Located in the middle of the port entry of Charleston, South Carolina is the historical Fort Sumter. It is best known as the location where the American Civil War began.
In 1860, when tensions were high between the North and South, a small northern garrison was left to maintain Ft Sumter and Ft Moultrie (both forts located near each other). In December of that year, Major Anderson felt the oncoming takeover of Fort Moultrie by the South and decided to secretly move his men and supplies to Fort Sumter. It was on April 12, 1861 when the Confederate army fired upon Ft Sumter to take it over. The Northern attempt to re-supply the fort failed, and therefore left the small garrison with only limited supplies to defend the fort. During the battle, Lt Hall risked his life to re-hang the tattered union flag back on the fort's flag pole. The battle ended on April 13th when the Ft Sumter garrison ran out of supplies and could no longer defend the fort. The Union Army garrison surrendered the fort with no fatalities. For several years afterwards the North would try to take the fort back again. It was not until February of 1865 when General Sherman's march to South Carolina would force the Confederates out of Charleston that Fort Sumter would fall back into the possession of the Union Army. However, after so much fighting over the fort, the structure now lay in ruins and practically useless to any army. An attempt was made to rebuild the fort, but not to its previous grandeur.
Originally, the fort was three stories high, but the rebuilding would only restore the first level and part of the second level. Further efforts were made to update the middle fortifications of the fort during the Spanish American war with a large concrete bunker, but the fort would not see war action again. Fort Sumter is now a national monument and is visited by thousands of tourists each year by boat.
Most tourists do not even know about the benchmarks they walk by each day. When you visit Fort Sumter, the first benchmark you come cross is in the walkway from the boat. This is benchmark ERIN. It is a US Army Corps of Engineer disk. The second benchmark is located on the roof of the concrete bunker and is designated as CJ0866. This one was covered by roofing material a few years ago, but you can still see the indention of the mark. The third benchmark you come to is the flag pole monument, CJ0864. This monument is symbolic of when Lt Hall risked his life to re-hang the fallen Union flag. There are a few tidal station benchmarks on the island, but they are not accessible to the public.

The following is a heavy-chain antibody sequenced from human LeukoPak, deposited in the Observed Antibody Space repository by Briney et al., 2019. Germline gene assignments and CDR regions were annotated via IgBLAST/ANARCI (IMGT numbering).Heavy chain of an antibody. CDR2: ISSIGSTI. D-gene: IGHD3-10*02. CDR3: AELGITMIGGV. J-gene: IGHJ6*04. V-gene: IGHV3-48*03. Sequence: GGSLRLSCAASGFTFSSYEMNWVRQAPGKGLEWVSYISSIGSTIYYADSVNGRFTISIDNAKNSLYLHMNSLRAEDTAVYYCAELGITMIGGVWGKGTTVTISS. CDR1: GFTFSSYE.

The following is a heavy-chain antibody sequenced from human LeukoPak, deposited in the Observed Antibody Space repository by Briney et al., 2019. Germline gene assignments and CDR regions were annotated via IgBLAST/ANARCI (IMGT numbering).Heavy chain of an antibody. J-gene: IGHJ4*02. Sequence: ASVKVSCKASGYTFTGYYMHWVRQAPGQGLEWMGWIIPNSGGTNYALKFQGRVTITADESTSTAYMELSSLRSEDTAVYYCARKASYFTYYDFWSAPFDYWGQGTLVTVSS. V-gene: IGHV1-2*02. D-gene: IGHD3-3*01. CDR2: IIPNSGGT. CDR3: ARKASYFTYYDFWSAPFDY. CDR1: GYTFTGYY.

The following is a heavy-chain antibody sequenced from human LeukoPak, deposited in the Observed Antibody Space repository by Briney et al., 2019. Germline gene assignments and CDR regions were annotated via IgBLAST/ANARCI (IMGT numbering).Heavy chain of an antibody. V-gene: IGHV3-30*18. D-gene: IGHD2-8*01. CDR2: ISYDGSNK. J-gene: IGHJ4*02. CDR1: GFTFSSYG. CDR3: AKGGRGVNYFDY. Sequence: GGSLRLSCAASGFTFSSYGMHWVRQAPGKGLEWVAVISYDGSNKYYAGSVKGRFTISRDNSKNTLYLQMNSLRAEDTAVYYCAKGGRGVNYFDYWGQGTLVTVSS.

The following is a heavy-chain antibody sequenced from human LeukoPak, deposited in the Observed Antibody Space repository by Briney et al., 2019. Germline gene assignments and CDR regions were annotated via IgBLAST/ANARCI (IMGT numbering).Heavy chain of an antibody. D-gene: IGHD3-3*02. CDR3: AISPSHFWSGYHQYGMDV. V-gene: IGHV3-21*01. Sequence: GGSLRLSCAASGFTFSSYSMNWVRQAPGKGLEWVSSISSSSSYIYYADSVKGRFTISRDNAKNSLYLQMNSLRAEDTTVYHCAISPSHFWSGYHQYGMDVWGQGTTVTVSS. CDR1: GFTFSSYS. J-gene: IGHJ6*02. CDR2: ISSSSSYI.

The coin is designed the same as how Fort Sumter originally looked when it was built as three stories tall. The front side is the layout of the first floor. It has a canon compass to show the direction the fort was built. Three red gemstones show the placement of all three benchmarks in the fort. ERIN benchmark is actually located about 40 feet away from the fort, but was placed next to the fort on this coin to prevent the coin from being too large. The backside of the coin shows the top level of the fort as it looked before the Civil War. A 3-D image of the flag pole stands in the middle along with an image of a canon.
To see where this fort is located, click here on this Google Map.
* Measures 1.75" long
* Three gemstones placed where the benchmarks can be found
* 3-D design on both sides
* Trackable on Geocaching.com
* Has its own icon that will show on your profile when you log a discovery